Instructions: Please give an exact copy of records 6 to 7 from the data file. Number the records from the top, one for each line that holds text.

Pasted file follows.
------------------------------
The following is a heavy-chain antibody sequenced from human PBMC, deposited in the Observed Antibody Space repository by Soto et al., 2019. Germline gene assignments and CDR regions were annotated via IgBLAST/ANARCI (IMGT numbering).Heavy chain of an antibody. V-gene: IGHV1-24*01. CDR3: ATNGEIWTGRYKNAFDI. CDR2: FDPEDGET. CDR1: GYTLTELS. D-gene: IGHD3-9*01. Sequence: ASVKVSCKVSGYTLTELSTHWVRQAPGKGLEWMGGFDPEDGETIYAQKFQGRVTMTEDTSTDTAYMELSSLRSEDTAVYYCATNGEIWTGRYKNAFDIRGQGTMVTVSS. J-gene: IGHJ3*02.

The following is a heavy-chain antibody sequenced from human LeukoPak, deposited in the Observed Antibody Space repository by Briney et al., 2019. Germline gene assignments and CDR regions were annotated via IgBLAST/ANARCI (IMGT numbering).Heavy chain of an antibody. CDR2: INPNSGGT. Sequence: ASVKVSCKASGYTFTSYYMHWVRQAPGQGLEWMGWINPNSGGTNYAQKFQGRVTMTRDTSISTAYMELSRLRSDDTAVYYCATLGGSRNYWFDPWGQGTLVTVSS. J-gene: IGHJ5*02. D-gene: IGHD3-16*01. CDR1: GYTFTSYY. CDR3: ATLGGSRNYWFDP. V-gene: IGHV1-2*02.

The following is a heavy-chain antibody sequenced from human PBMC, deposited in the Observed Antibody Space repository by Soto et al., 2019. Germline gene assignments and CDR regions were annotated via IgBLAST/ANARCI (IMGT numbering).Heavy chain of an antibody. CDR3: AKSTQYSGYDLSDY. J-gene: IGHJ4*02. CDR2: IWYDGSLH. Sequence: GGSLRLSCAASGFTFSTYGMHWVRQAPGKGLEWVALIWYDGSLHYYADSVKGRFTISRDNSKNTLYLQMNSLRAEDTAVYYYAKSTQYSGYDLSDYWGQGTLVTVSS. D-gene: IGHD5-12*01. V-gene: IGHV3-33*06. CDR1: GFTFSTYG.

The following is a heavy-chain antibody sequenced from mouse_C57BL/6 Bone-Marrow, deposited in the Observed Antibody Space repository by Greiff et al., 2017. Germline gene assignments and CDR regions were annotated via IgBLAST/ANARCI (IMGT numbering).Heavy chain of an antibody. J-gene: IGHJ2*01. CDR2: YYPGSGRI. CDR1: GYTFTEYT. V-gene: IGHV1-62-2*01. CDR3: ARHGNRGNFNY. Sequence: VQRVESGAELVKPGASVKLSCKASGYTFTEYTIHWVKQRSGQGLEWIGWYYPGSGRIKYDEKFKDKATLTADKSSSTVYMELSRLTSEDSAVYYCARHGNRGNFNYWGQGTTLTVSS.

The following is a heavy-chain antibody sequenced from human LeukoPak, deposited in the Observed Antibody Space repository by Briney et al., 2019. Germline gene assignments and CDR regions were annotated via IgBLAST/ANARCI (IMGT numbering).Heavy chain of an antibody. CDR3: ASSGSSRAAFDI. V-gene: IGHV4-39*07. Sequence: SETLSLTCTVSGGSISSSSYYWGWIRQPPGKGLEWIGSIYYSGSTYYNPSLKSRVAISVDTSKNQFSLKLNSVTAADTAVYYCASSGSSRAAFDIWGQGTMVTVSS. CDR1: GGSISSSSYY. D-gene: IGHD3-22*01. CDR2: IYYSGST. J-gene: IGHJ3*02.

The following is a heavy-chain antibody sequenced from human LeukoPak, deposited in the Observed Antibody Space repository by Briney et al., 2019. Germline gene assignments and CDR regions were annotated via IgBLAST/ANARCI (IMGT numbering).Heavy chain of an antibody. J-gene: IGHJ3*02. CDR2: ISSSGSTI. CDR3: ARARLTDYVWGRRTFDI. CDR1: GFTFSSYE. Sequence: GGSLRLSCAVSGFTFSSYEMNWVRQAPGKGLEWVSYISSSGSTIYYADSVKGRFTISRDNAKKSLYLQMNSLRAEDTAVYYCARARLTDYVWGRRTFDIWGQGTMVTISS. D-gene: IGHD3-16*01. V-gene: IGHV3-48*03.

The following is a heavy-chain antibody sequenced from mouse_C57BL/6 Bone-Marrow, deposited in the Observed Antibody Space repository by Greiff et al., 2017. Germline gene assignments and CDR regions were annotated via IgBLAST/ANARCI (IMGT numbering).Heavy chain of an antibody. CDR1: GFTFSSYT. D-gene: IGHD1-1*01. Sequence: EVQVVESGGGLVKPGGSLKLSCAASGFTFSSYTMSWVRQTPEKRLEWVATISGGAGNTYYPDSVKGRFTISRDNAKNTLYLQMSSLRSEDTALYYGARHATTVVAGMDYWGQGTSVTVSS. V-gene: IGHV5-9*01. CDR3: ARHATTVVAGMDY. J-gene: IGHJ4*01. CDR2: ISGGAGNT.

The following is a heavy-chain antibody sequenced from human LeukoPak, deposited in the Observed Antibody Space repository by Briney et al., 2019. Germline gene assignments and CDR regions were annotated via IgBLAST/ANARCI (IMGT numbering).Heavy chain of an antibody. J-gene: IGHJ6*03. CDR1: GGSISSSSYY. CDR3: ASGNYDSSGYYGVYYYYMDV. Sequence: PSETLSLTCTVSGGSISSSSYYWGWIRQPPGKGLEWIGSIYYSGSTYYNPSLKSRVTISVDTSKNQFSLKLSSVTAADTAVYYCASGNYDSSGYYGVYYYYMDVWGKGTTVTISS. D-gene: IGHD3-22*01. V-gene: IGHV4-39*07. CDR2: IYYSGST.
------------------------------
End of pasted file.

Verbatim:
The following is a heavy-chain antibody sequenced from human LeukoPak, deposited in the Observed Antibody Space repository by Briney et al., 2019. Germline gene assignments and CDR regions were annotated via IgBLAST/ANARCI (IMGT numbering).Heavy chain of an antibody. J-gene: IGHJ3*02. CDR2: ISSSGSTI. CDR3: ARARLTDYVWGRRTFDI. CDR1: GFTFSSYE. Sequence: GGSLRLSCAVSGFTFSSYEMNWVRQAPGKGLEWVSYISSSGSTIYYADSVKGRFTISRDNAKKSLYLQMNSLRAEDTAVYYCARARLTDYVWGRRTFDIWGQGTMVTISS. D-gene: IGHD3-16*01. V-gene: IGHV3-48*03.

The following is a heavy-chain antibody sequenced from mouse_C57BL/6 Bone-Marrow, deposited in the Observed Antibody Space repository by Greiff et al., 2017. Germline gene assignments and CDR regions were annotated via IgBLAST/ANARCI (IMGT numbering).Heavy chain of an antibody. CDR1: GFTFSSYT. D-gene: IGHD1-1*01. Sequence: EVQVVESGGGLVKPGGSLKLSCAASGFTFSSYTMSWVRQTPEKRLEWVATISGGAGNTYYPDSVKGRFTISRDNAKNTLYLQMSSLRSEDTALYYGARHATTVVAGMDYWGQGTSVTVSS. V-gene: IGHV5-9*01. CDR3: ARHATTVVAGMDY. J-gene: IGHJ4*01. CDR2: ISGGAGNT.